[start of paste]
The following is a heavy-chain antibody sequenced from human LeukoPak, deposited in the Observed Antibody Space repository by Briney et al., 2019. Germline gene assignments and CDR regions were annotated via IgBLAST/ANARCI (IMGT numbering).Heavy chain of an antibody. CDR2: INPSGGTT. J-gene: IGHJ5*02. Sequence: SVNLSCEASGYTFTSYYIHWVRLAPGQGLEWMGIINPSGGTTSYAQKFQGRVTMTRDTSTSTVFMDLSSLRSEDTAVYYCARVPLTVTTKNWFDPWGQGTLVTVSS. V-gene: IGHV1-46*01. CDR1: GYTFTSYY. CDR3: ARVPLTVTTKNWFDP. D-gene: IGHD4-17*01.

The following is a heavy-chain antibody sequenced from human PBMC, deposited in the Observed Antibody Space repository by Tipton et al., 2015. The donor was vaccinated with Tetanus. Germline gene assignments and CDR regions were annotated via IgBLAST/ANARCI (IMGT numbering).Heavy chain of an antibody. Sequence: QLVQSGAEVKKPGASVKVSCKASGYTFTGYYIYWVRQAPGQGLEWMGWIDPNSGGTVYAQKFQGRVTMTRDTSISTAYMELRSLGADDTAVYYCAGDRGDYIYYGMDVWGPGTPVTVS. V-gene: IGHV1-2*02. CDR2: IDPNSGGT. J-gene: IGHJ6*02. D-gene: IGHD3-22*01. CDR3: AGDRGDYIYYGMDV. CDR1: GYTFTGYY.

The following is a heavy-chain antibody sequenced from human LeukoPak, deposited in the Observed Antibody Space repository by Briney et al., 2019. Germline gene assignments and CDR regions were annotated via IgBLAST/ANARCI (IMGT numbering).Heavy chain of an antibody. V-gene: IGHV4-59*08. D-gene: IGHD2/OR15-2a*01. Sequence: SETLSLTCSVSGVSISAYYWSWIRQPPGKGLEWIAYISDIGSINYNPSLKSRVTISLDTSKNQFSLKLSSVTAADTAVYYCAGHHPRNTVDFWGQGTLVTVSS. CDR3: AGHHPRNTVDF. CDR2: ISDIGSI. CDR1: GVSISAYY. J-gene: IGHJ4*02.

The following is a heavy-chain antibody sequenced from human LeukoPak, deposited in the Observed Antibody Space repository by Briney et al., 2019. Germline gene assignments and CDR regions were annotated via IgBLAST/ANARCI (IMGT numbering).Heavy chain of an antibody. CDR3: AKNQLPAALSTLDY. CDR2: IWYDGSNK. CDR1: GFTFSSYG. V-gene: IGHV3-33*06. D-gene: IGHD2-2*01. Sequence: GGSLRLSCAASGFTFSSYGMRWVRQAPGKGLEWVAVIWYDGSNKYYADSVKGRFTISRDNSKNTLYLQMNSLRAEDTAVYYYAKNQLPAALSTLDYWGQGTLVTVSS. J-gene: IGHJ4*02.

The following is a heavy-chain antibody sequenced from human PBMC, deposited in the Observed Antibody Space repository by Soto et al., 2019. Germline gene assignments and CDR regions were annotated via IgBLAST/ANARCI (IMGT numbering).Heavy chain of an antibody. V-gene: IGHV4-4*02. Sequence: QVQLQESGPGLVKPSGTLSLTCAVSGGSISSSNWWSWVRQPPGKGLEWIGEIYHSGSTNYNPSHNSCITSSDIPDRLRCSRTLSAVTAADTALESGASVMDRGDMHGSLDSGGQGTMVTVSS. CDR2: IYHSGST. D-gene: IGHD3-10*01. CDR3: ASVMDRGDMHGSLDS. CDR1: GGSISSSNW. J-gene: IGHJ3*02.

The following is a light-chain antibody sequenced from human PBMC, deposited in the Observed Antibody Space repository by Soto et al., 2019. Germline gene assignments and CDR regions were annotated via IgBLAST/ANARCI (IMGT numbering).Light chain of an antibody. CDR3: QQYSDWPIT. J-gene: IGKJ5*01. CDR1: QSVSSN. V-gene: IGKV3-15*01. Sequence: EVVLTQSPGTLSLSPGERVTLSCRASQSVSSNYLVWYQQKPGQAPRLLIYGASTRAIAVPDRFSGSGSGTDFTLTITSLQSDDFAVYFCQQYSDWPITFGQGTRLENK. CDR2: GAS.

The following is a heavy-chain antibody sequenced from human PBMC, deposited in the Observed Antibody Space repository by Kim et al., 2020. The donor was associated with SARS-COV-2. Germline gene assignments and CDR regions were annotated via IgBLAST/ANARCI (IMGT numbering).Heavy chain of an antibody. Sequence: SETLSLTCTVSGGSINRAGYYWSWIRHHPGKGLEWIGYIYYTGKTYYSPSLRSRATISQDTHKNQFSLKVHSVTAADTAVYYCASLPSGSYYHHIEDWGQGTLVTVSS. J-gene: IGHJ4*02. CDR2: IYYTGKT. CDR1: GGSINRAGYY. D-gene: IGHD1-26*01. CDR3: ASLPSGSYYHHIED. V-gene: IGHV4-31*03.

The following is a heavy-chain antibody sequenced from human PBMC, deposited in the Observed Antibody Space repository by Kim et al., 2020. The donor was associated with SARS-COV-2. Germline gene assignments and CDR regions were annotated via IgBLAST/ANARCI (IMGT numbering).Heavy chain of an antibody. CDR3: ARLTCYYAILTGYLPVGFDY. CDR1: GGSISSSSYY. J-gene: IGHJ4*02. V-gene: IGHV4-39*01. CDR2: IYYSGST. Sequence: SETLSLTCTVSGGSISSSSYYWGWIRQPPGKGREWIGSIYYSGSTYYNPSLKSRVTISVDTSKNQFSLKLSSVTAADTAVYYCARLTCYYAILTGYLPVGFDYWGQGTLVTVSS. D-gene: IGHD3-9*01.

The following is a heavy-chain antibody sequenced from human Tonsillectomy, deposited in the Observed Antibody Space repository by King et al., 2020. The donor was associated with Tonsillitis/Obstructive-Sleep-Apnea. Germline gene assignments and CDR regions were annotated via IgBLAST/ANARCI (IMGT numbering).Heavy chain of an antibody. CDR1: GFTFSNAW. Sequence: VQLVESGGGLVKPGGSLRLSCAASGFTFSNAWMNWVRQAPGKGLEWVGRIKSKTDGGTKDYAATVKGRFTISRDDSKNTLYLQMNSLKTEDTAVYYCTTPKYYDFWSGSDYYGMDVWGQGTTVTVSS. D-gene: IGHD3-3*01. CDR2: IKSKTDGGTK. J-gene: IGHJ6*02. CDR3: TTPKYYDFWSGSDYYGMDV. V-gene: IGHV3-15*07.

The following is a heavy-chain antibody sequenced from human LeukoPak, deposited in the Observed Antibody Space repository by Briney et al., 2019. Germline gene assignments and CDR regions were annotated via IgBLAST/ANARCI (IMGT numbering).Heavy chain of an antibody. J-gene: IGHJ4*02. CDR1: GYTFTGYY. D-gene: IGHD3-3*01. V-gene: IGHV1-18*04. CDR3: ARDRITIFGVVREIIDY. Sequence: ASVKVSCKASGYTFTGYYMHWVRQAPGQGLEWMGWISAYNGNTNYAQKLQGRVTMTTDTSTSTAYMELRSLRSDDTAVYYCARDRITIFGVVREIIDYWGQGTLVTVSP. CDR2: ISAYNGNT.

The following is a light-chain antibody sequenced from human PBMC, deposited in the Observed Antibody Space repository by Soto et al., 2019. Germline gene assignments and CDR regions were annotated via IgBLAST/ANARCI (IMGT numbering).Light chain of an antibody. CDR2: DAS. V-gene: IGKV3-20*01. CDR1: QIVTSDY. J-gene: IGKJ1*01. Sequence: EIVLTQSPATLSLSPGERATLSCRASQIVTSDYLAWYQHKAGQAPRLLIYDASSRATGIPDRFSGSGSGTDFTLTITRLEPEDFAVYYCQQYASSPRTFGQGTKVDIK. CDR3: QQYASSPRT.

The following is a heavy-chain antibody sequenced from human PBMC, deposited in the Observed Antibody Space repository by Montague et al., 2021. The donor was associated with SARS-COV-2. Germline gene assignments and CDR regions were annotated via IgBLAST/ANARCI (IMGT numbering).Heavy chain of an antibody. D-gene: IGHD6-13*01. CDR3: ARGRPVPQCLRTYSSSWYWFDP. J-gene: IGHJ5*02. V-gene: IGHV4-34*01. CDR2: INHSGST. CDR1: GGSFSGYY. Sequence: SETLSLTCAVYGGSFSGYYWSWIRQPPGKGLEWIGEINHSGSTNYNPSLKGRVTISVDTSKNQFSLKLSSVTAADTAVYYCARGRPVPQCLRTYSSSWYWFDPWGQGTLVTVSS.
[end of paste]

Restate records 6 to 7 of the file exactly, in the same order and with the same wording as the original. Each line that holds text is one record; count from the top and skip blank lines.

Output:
The following is a light-chain antibody sequenced from human PBMC, deposited in the Observed Antibody Space repository by Soto et al., 2019. Germline gene assignments and CDR regions were annotated via IgBLAST/ANARCI (IMGT numbering).Light chain of an antibody. CDR3: QQYSDWPIT. J-gene: IGKJ5*01. CDR1: QSVSSN. V-gene: IGKV3-15*01. Sequence: EVVLTQSPGTLSLSPGERVTLSCRASQSVSSNYLVWYQQKPGQAPRLLIYGASTRAIAVPDRFSGSGSGTDFTLTITSLQSDDFAVYFCQQYSDWPITFGQGTRLENK. CDR2: GAS.

The following is a heavy-chain antibody sequenced from human PBMC, deposited in the Observed Antibody Space repository by Kim et al., 2020. The donor was associated with SARS-COV-2. Germline gene assignments and CDR regions were annotated via IgBLAST/ANARCI (IMGT numbering).Heavy chain of an antibody. Sequence: SETLSLTCTVSGGSINRAGYYWSWIRHHPGKGLEWIGYIYYTGKTYYSPSLRSRATISQDTHKNQFSLKVHSVTAADTAVYYCASLPSGSYYHHIEDWGQGTLVTVSS. J-gene: IGHJ4*02. CDR2: IYYTGKT. CDR1: GGSINRAGYY. D-gene: IGHD1-26*01. CDR3: ASLPSGSYYHHIED. V-gene: IGHV4-31*03.